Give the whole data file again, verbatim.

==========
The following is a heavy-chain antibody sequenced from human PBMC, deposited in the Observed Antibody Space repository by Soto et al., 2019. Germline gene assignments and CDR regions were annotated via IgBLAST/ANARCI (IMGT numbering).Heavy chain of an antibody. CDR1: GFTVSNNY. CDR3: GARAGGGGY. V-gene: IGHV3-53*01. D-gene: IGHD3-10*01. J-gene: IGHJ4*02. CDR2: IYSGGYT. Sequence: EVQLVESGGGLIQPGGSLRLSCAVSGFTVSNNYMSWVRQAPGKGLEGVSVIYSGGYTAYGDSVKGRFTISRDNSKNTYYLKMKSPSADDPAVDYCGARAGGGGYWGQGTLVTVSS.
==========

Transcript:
The following is a heavy-chain antibody sequenced from human PBMC, deposited in the Observed Antibody Space repository by Soto et al., 2019. Germline gene assignments and CDR regions were annotated via IgBLAST/ANARCI (IMGT numbering).Heavy chain of an antibody. CDR1: GFTVSNNY. CDR3: GARAGGGGY. V-gene: IGHV3-53*01. D-gene: IGHD3-10*01. J-gene: IGHJ4*02. CDR2: IYSGGYT. Sequence: EVQLVESGGGLIQPGGSLRLSCAVSGFTVSNNYMSWVRQAPGKGLEGVSVIYSGGYTAYGDSVKGRFTISRDNSKNTYYLKMKSPSADDPAVDYCGARAGGGGYWGQGTLVTVSS.